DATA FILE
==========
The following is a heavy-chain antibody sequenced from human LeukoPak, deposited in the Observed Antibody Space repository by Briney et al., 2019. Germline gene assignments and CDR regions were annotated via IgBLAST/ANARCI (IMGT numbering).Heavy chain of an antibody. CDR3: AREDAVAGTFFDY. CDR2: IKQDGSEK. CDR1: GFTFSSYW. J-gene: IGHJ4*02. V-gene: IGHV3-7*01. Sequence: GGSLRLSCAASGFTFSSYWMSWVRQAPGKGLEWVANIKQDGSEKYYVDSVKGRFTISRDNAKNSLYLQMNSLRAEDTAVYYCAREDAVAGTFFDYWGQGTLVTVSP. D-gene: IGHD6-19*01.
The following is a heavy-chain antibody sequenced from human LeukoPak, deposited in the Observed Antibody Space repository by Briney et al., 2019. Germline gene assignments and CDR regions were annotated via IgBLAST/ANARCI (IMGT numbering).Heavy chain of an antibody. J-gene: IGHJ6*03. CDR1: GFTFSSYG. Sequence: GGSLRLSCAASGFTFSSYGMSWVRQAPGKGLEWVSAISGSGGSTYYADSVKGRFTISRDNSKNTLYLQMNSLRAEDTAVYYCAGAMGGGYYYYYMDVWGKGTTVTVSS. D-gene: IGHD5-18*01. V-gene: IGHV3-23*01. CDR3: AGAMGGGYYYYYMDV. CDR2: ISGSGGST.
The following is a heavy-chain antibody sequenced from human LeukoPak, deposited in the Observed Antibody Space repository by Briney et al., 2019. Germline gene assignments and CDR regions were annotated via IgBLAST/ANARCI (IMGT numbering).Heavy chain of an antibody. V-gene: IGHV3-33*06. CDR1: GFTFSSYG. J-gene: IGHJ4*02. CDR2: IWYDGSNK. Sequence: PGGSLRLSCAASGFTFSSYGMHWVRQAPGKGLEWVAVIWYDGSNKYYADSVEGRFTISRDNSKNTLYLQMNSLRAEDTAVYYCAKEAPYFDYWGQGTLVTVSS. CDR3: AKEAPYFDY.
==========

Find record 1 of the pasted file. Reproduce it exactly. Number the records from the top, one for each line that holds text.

The following is a heavy-chain antibody sequenced from human LeukoPak, deposited in the Observed Antibody Space repository by Briney et al., 2019. Germline gene assignments and CDR regions were annotated via IgBLAST/ANARCI (IMGT numbering).Heavy chain of an antibody. CDR3: AREDAVAGTFFDY. CDR2: IKQDGSEK. CDR1: GFTFSSYW. J-gene: IGHJ4*02. V-gene: IGHV3-7*01. Sequence: GGSLRLSCAASGFTFSSYWMSWVRQAPGKGLEWVANIKQDGSEKYYVDSVKGRFTISRDNAKNSLYLQMNSLRAEDTAVYYCAREDAVAGTFFDYWGQGTLVTVSP. D-gene: IGHD6-19*01.